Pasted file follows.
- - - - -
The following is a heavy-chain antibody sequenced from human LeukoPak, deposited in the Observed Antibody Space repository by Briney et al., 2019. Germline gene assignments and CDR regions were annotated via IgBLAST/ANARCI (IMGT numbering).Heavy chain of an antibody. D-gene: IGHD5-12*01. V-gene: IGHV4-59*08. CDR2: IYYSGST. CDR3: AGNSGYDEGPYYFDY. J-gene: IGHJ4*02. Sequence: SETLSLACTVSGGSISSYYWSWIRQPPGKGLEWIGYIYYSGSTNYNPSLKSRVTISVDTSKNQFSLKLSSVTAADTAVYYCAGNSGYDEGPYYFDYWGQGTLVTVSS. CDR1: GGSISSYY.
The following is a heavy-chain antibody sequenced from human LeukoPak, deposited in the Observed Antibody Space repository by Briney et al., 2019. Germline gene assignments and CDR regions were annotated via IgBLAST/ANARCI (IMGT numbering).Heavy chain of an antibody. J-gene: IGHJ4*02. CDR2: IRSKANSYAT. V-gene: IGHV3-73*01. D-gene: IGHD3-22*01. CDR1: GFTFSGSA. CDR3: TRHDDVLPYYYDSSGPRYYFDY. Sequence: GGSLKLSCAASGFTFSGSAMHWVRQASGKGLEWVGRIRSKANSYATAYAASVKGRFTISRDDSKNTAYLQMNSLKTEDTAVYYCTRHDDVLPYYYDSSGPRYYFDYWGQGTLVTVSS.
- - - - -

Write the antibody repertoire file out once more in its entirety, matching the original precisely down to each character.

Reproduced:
The following is a heavy-chain antibody sequenced from human LeukoPak, deposited in the Observed Antibody Space repository by Briney et al., 2019. Germline gene assignments and CDR regions were annotated via IgBLAST/ANARCI (IMGT numbering).Heavy chain of an antibody. D-gene: IGHD5-12*01. V-gene: IGHV4-59*08. CDR2: IYYSGST. CDR3: AGNSGYDEGPYYFDY. J-gene: IGHJ4*02. Sequence: SETLSLACTVSGGSISSYYWSWIRQPPGKGLEWIGYIYYSGSTNYNPSLKSRVTISVDTSKNQFSLKLSSVTAADTAVYYCAGNSGYDEGPYYFDYWGQGTLVTVSS. CDR1: GGSISSYY.
The following is a heavy-chain antibody sequenced from human LeukoPak, deposited in the Observed Antibody Space repository by Briney et al., 2019. Germline gene assignments and CDR regions were annotated via IgBLAST/ANARCI (IMGT numbering).Heavy chain of an antibody. J-gene: IGHJ4*02. CDR2: IRSKANSYAT. V-gene: IGHV3-73*01. D-gene: IGHD3-22*01. CDR1: GFTFSGSA. CDR3: TRHDDVLPYYYDSSGPRYYFDY. Sequence: GGSLKLSCAASGFTFSGSAMHWVRQASGKGLEWVGRIRSKANSYATAYAASVKGRFTISRDDSKNTAYLQMNSLKTEDTAVYYCTRHDDVLPYYYDSSGPRYYFDYWGQGTLVTVSS.